Secrets of Manhattan's Upper East Side Housewives Revealed in New Book

Wednesday Martin dishes on the "tribe" of elite woman.

— -- Meet Wednesday Martin, who dishes on the luxurious lives of Manhattan’s Upper East Side housewives in her highly anticipated upcoming book.

In “Primates of the Park Avenue: A Memoir,” Martin, a married mother of two, calls the specific set of women “Glam SAHM,” or glamorous stay-at-home moms, telling “Good Morning America,“ “There’s a huge imperative to be thin and fit and beautiful.”

Martin says one of the benefits of belonging to this elite “tribe” is the yearly “wife bonus” that husbands hand out to their wives.

“This is one of the things that they described to me,” she said, adding, “Just one of many of the things that I found really strange. I didn't even find it the strangest. And what's interesting is that now we're seeing on the Internet and online people posting stories, ‘I get a bonus. Mine's not performance based. My husband pays me a wifely bonus.’ ‘Why I'm proud of it.’ ‘Why I think it's retrograde.’ It's kind of started a conversation.”

Martin joined this exclusive world in 2004, when she and her husband moved to the Upper East Side for their son's schooling. In her book, Martin describes a world that is akin to that of the cult hit film "Mean Girls," which portrayed the damage and hurt that could result from high school cliquishness.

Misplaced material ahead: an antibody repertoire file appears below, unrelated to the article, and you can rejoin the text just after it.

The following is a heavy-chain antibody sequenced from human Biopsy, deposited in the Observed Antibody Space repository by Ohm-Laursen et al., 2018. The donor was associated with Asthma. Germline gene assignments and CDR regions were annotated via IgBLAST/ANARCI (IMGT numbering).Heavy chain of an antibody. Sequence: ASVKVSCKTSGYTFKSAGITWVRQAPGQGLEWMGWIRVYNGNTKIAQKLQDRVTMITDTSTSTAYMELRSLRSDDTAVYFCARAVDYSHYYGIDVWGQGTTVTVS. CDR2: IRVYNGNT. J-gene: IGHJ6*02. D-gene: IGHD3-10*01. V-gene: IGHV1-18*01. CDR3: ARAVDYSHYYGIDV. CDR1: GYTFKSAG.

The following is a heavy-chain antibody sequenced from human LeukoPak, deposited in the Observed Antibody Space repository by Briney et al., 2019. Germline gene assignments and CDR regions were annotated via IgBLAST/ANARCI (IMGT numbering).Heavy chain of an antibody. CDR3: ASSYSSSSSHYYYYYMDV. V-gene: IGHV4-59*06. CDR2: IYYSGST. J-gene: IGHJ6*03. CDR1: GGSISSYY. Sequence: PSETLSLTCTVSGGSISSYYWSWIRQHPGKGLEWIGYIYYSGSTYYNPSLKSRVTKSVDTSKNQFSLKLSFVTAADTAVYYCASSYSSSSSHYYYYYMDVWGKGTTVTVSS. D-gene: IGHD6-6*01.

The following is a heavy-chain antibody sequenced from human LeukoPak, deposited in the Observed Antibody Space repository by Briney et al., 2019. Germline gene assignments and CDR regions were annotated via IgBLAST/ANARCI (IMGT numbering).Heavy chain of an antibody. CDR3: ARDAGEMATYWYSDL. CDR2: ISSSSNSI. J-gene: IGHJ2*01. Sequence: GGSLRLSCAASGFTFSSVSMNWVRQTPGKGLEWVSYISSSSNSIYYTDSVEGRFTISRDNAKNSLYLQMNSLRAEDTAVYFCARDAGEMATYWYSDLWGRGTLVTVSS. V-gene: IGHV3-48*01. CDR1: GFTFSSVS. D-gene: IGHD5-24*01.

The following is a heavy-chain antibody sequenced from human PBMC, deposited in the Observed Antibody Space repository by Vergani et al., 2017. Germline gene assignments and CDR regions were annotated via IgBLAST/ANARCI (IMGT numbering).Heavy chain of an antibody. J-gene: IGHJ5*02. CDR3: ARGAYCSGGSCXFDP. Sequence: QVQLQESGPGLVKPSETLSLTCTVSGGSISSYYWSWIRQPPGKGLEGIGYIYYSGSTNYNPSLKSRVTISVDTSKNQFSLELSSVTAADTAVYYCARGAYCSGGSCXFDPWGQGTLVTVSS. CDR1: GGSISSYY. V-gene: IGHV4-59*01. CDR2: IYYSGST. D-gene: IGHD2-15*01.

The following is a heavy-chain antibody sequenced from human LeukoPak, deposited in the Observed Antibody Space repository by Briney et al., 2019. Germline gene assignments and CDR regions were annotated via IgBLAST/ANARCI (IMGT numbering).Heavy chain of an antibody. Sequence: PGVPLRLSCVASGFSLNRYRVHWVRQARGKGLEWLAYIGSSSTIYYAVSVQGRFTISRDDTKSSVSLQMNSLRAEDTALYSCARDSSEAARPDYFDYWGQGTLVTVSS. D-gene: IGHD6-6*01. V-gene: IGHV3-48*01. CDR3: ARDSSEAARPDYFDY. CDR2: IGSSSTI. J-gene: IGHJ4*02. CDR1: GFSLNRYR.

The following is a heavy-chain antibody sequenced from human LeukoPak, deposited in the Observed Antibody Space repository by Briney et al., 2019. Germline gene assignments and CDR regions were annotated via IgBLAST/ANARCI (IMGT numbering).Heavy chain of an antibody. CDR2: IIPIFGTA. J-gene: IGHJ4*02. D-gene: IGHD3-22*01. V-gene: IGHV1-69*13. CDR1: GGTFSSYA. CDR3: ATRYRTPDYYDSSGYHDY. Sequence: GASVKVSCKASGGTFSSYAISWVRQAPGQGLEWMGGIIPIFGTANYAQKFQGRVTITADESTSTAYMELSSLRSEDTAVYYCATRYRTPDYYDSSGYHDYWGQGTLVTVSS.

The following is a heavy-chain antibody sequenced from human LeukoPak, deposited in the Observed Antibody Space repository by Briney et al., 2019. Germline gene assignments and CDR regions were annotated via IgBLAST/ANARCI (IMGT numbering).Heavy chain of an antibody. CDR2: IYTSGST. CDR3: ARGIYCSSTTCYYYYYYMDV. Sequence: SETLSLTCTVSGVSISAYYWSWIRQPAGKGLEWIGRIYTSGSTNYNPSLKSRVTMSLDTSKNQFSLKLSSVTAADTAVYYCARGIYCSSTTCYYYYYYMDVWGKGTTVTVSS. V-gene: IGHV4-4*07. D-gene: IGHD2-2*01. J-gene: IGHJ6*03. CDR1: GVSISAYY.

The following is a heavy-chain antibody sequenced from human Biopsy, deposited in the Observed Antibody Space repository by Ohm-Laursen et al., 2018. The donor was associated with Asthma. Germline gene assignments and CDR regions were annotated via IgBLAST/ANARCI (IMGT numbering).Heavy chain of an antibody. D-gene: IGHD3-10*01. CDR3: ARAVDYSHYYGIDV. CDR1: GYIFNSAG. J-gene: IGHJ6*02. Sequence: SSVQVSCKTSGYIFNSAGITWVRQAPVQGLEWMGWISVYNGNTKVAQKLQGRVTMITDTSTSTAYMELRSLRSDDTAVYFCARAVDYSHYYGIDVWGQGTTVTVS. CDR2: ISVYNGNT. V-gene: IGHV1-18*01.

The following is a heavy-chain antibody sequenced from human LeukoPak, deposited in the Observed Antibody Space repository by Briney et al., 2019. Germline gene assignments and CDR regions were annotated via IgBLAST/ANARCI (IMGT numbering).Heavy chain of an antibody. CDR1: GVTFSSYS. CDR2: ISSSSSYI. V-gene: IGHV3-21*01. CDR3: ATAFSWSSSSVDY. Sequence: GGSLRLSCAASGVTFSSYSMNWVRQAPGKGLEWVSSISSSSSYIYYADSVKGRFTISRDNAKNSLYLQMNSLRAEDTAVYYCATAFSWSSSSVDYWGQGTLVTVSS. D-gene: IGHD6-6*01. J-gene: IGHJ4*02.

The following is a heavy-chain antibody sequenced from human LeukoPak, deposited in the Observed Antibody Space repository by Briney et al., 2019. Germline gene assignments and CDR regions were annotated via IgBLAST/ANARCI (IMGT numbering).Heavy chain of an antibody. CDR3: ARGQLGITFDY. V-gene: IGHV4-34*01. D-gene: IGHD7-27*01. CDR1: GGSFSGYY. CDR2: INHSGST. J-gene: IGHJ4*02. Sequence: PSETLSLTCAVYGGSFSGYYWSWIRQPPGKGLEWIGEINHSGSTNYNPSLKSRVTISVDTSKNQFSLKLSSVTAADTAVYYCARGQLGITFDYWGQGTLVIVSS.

“We talk about power dynamics in the workplace. But these power dynamics exist between the women of the sandbox set as well,” said Martin, who no longer lives in the neighborhood.

“GMA” spent time with Martin recently, accompanying her on one of the appointments that’s all-important in this community: the cosmetic dermatologist, where Martin said she was planning for the future. The doctor told her that she could have some Botox for fine lines whenever she was ready, and also mentioned “a little bit of a brow lift.”

Martin decided to hold off on the injections on that day, to avoid bruising, and then it was off to Fifth Avenue, where she met a friend to go shopping.

“It costs about $85,000 a year just to be beautiful enough to play ball in the worlds that I lived in, and clothing is a big part of that,” Martin told “GMA.”

Martin and her friend decided to have lunch at Michael’s, the restaurant that’s the go-to spot for seeing others and being seen.

“It matters who you know, where you sit, who's around you,” Martin said.

“Primates of Park Avenue” goes on sale June 2.